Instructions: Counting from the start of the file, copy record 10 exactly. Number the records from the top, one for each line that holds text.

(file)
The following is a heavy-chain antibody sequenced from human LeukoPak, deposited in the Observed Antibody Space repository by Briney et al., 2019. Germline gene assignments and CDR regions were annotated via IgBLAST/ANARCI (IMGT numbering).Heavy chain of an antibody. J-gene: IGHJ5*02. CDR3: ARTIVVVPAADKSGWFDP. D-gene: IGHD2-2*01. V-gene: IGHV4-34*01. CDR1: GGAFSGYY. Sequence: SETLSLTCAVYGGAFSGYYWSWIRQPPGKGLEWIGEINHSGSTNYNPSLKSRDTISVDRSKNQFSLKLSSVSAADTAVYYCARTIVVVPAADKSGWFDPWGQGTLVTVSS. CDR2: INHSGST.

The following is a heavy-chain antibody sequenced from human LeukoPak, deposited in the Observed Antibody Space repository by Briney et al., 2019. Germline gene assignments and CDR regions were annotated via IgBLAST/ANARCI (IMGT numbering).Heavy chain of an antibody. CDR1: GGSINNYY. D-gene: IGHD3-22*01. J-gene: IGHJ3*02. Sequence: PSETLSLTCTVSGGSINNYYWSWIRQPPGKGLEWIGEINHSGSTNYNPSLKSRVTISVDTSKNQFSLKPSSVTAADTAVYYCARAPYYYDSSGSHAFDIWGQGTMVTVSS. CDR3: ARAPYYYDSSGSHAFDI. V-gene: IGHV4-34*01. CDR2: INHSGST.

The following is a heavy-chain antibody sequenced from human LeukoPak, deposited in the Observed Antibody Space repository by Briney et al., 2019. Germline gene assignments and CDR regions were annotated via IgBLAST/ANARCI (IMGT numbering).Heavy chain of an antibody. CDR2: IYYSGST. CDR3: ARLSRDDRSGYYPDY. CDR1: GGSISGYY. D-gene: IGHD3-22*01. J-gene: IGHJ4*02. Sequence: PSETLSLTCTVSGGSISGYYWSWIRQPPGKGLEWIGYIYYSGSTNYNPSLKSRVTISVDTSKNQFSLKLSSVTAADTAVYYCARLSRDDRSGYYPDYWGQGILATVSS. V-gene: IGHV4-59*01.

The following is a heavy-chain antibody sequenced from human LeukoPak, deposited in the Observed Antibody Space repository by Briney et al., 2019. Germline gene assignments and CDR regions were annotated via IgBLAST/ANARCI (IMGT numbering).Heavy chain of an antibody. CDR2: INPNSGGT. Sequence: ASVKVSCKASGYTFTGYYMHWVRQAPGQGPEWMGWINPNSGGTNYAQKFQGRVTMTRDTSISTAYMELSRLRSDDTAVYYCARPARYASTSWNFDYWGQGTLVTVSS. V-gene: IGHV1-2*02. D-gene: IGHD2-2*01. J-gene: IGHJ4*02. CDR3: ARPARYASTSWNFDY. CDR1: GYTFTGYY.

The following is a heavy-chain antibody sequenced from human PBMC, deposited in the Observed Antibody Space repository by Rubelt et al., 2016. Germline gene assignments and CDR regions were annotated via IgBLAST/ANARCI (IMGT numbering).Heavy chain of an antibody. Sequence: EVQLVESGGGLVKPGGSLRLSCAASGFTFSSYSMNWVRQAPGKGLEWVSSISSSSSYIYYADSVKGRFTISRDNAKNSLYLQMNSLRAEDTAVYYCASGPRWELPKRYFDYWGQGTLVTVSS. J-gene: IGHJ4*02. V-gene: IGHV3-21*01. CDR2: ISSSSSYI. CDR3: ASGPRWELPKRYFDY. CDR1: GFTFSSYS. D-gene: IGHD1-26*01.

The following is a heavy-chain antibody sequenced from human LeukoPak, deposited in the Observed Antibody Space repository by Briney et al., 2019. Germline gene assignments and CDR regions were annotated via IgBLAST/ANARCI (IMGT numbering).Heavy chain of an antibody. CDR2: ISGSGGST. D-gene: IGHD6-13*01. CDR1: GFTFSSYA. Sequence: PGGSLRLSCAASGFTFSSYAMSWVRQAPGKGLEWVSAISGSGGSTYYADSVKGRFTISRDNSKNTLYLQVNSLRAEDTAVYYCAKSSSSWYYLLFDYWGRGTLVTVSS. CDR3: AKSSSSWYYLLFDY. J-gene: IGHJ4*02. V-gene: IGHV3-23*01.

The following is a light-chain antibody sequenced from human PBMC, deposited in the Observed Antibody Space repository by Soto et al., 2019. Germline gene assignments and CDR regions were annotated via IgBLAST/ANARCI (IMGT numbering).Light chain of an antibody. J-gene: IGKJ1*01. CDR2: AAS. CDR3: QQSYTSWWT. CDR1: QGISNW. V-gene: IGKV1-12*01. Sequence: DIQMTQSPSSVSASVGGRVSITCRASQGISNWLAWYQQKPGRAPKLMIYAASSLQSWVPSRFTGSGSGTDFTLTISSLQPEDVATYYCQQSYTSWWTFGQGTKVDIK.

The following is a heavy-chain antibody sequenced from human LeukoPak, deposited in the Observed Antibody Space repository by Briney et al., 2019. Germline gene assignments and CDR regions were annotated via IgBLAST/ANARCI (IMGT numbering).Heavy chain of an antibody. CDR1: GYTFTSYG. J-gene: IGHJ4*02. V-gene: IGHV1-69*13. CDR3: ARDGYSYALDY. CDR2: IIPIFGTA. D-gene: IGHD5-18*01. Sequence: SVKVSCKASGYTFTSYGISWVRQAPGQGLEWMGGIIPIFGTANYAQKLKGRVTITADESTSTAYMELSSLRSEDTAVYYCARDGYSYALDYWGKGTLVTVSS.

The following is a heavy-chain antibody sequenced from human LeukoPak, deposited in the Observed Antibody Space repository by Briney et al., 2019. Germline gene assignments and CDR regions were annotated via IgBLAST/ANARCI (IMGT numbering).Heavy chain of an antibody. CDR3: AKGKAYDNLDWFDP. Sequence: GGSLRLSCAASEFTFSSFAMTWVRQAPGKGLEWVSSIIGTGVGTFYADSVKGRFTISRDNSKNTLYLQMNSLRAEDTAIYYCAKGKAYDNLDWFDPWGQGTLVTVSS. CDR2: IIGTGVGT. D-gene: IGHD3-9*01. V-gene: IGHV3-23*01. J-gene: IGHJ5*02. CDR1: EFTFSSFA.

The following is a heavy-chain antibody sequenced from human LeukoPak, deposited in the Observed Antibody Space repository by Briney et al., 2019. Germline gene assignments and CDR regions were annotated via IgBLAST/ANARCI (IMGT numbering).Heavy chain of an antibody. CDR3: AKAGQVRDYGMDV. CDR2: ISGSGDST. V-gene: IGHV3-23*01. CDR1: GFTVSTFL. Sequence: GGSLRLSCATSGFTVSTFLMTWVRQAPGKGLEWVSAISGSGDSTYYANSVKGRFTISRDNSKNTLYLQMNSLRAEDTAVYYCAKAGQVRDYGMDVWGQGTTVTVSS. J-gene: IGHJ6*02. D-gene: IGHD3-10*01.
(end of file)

The following is a heavy-chain antibody sequenced from human LeukoPak, deposited in the Observed Antibody Space repository by Briney et al., 2019. Germline gene assignments and CDR regions were annotated via IgBLAST/ANARCI (IMGT numbering).Heavy chain of an antibody. CDR3: AKAGQVRDYGMDV. CDR2: ISGSGDST. V-gene: IGHV3-23*01. CDR1: GFTVSTFL. Sequence: GGSLRLSCATSGFTVSTFLMTWVRQAPGKGLEWVSAISGSGDSTYYANSVKGRFTISRDNSKNTLYLQMNSLRAEDTAVYYCAKAGQVRDYGMDVWGQGTTVTVSS. J-gene: IGHJ6*02. D-gene: IGHD3-10*01.